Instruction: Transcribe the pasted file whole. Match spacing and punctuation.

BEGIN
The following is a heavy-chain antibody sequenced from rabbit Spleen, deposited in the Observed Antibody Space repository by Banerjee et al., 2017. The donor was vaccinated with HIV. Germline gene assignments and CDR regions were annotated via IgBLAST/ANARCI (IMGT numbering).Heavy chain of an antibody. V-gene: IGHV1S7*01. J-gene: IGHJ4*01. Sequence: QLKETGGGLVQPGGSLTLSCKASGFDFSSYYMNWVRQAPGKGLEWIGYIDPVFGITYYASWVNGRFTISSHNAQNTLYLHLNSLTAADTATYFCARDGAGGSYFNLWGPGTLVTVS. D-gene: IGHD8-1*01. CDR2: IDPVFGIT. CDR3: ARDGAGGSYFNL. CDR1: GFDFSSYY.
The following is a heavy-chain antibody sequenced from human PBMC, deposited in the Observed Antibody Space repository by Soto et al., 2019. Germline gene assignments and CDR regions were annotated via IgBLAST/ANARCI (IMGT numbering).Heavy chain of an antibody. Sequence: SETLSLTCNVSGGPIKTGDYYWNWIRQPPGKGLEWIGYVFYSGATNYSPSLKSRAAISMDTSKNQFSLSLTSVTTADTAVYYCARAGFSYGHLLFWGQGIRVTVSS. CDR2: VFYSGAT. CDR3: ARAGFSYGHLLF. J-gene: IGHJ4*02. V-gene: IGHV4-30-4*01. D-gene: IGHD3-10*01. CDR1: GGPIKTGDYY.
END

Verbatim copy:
The following is a heavy-chain antibody sequenced from rabbit Spleen, deposited in the Observed Antibody Space repository by Banerjee et al., 2017. The donor was vaccinated with HIV. Germline gene assignments and CDR regions were annotated via IgBLAST/ANARCI (IMGT numbering).Heavy chain of an antibody. V-gene: IGHV1S7*01. J-gene: IGHJ4*01. Sequence: QLKETGGGLVQPGGSLTLSCKASGFDFSSYYMNWVRQAPGKGLEWIGYIDPVFGITYYASWVNGRFTISSHNAQNTLYLHLNSLTAADTATYFCARDGAGGSYFNLWGPGTLVTVS. D-gene: IGHD8-1*01. CDR2: IDPVFGIT. CDR3: ARDGAGGSYFNL. CDR1: GFDFSSYY.
The following is a heavy-chain antibody sequenced from human PBMC, deposited in the Observed Antibody Space repository by Soto et al., 2019. Germline gene assignments and CDR regions were annotated via IgBLAST/ANARCI (IMGT numbering).Heavy chain of an antibody. Sequence: SETLSLTCNVSGGPIKTGDYYWNWIRQPPGKGLEWIGYVFYSGATNYSPSLKSRAAISMDTSKNQFSLSLTSVTTADTAVYYCARAGFSYGHLLFWGQGIRVTVSS. CDR2: VFYSGAT. CDR3: ARAGFSYGHLLF. J-gene: IGHJ4*02. V-gene: IGHV4-30-4*01. D-gene: IGHD3-10*01. CDR1: GGPIKTGDYY.